Sunday, April 22, 2018

How not to deliver a world-class infographic on presentation anxiety


On August 4, 2017 the Hong Kong based Malcolm Andrews issued a press release titled Leading Executive Coach Reveals the Tricks to Delivering a Killer Presentation Despite Common Anxiety that linked to an infographic titled HOW TO DELIVER A WORLD CLASS PRESENTATION.  

On May 20, 2015 I blogged about Is that an infographic or just a totem pole scroll? In that post I noted that an infographic provides real information, while a totem pole just recounts legends. Malcolm’s infographic is 9.6 times higher than it is wide, and it requires lots of scrolling to read.









































The section on anxiety at the top of this infographic, shown above, begins with a pair of ‘statistics’ that just are legends – and are displayed via silly donut (hollow pie) charts.

The first claim is: “Around 75% of the population worldwide suffer from the fear of public speaking, and for many, their fear is so great it could derail their careers.” On February 3, 2014 I had blogged about Busting a myth – that 75% of people in the world fear public speaking. In that post I chased down where that old number came from. It really just is about the U.S., and likely university students.




















The second claim is: “In fact, 19% of the population are more afraid of public speaking than death, spiders, heights, and dark.” That really comes from a pie chart by Jim Peterson on the
Fear of public speaking statistics factsheet web page at his Speech Topics Help web site (shown above as a bar chart). Jim doesn’t say where those percentages came from, and I doubt they are real. The percentage for the sixth fear on the list, of people or social situations is out of place, and should be larger than that for public speaking. I discussed that on December 7, 2014 in a blog post titled Statistic Brain is just a statistical medicine show where I debunked their fears list that clearly was inspired by Speech Topics Help.

The third claim (repeating the first) is that: “Roughly 3 out of 4 people admit to being scared of public speaking. Now that’s huge!” This is followed by column charts showing the percent of females and males in ten countries, as two rows of four and one of two.


























That data actually came from a Reader’s Digest Canada survey (the eleventh link) but aren’t explicitly identified either in the infographic or in the table at the bottom. But there really were 16 countries, so there should have been four rows of four. Malcolm left off India, Mexico, Netherlands, Philippines, Russia, and South Africa. I blogged about that survey on April 9, 2012 in a blog post titled Poll by Reader’s Digest Canada found fear of public speaking wasn’t ranked first in 15 of 16 countries surveyed. The table shown above lists both the percentages and the rankings by females and males. The averages for fearing speaking in public were 20.6% for females, and 17.1% for males – which are quite far from the 3 out of 4 people claim.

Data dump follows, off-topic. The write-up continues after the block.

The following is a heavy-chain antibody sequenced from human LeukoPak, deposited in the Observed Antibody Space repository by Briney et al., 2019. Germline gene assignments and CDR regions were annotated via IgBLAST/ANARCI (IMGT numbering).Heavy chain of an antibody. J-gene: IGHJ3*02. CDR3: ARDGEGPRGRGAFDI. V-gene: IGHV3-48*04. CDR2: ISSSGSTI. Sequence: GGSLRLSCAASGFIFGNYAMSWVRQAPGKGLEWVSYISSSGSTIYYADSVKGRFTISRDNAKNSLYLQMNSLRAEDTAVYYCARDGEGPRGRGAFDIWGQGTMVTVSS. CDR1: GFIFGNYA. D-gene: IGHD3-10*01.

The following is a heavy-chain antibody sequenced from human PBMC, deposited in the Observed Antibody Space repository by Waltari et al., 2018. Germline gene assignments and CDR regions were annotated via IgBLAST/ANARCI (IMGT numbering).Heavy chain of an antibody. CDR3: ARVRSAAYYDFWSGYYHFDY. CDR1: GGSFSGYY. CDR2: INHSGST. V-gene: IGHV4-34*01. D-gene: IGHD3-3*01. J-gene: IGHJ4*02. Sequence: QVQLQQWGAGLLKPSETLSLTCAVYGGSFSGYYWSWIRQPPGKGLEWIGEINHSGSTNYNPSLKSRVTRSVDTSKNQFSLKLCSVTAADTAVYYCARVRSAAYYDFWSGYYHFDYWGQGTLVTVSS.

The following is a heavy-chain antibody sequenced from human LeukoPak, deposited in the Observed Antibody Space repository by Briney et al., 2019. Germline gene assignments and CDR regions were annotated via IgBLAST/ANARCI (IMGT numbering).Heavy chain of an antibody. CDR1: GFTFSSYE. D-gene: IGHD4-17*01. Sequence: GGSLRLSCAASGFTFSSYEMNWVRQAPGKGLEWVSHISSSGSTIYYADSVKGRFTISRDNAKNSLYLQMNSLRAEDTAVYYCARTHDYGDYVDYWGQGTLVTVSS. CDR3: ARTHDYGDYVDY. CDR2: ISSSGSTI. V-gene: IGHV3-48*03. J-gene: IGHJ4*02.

The fourth claim is titled “Top 10 fears of Office goers” but doesn’t say that data come from the United Kingdom, and just lists six of ten. Why not two rows of five, and why not use column bars instead of those silly donut charts with icons in their centers? Worse yet, the ninth link identifies my blog as the source – it points to a January 18, 2016 blog post titled Over a quarter of workers in the UK chose careers to avoid their office fears - although I had linked to the original source there.




















Further down in the infographic, under Preparation it admonishes that “It is important to understand your knowledge gaps regarding the situation. About what you might know or not now (sic) about the subject and the presentation.” What is the knowledge gap for this infographic? That there was a social fears survey done for Hong Kong back in 2009. I blogged about it in a post on February 7, 2011 titled Fears of superiors and public speaking in Hong Kong. A bar chart with the results is shown above. Note that the percentages apply to 12-months, so the question would be “In the past year were you” rather than “In your life were you ever.”  Public speaking (public performance came second to talking with a higher-status person.



Friday, April 20, 2018

Playing with words: PRO or CON?